Advancing Design-Build in Oklahoma

Subscribe to our Blog


Posted on

Advancing Design-Build in Oklahoma

by Richard Thomas  |  December 2, 2013

A couple weeks ago, I was able to fly to Oklahoma and make the case for design-build project delivery. Oklahoma is a state that has never been very open to design-build, but recently we’ve seen some real progress. Oklahoma State Representative Richard Morrissette introduced two bills in the 2013 legislative session that would expand design-build in the transportation sector, HB 1657 and HB 1669. By the end of the session, Morrissette was able to move them further than any other previous efforts in the state and get the legislature to do an interim session study on design-build and P3s.

Throughout the fall, Morrissette’s Legislative Assistant Jacklyn Brink-Rosen compiled information and invited industry experts from around the country to come testify before the House Transportation Committee, which was charged with conducting the interim study. Prior to the hearing, I began to work with Oklahoma DBIA members to get a lay of the land and begin the process of reaching out to other industry and owner stakeholders. We know that rallying support from industry and owners is a key element to legislative success. With that in mind, Steven Johnson of Cobb Engineering set up our first meeting with the new leadership at the DOT where we had open and frank discussions. We discussed the benefits of design-build, the reasons DOTs were using design-build and emerging trends in the industry. By the end of our meeting we felt that the first critical step – beginning the dialogue – had been a success.

OK in graph

I knew my testimony was likely to receive a more critical view. In the last session, design-build opponents put out a lot of misinformation in their efforts to block us. Many legislators mistakenly believed that design-build projects were not competitively bid, cost more, and that it was only used for big projects that would be awarded to out of state contractors. I was excited for the chance to dispel these common myths.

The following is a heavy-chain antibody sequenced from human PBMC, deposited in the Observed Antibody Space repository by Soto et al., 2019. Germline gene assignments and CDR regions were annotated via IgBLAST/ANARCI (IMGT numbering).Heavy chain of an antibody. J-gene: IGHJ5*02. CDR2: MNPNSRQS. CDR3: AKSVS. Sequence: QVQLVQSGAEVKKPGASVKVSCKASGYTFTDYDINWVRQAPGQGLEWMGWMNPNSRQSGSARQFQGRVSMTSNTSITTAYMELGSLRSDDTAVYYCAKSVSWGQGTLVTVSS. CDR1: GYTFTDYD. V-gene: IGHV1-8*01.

I began my presentation by telling committee members about DBIA and the design-build process. I carefully explained what design-build is and how it differs from the traditional design-bid-build method. It was critical for them to know that design-build had a very robust, competitive selection process.

One of the goals of my testimony was to convey the benefits of design-build; giving the committee both a federal and state perspective. Legislators are more open to new ideas and methods if they have succeeded in other states and at other levels of government. Hearing why other owners have decided to use design-build tends to be the critical juncture in any design-build hearing. I also showed the committee what trends were emerging in design-build, the growth in market share and the expansion of design-build authority in other states. This is also important because legislators want to be able to compete with their neighbors. Finally, I gave real examples of how design-build could be effectively applied in Oklahoma and what the key elements are to making the transition to design-build.

With the presentation complete, I eagerly waited for the grilling to begin. The Q & A portion is my favorite part of every hearing and it is often the most revealing. My two favorite questions were, “Why is design-build allowed on building projects but not on transportation projects?” and “If design-build is so good, why do people oppose it?” These two questions really get to the heart of the problem in Oklahoma. The lack of design-build authority in Oklahoma is not a performance problem, it is a political problem. The design-build project delivery method has demonstrated that it works very well on all types of projects all over the country. The only reason it is not fully authorized for all sectors is due to the raw political power of special interests that benefit from the old way of doing business.

During the remainder of the day, I took individual legislators aside to address the questions they might have and one legislator said to me, “I am just a simple farmer but, from what I have heard, all the benefits of using design-build benefit the general public. And all the criticisms that I have heard about design-build come from industry trying to protect their turf.” I smiled and said, “I think you get it.” The design-build legislative effort is just beginning, but clearly we are at least one vote closer to passage.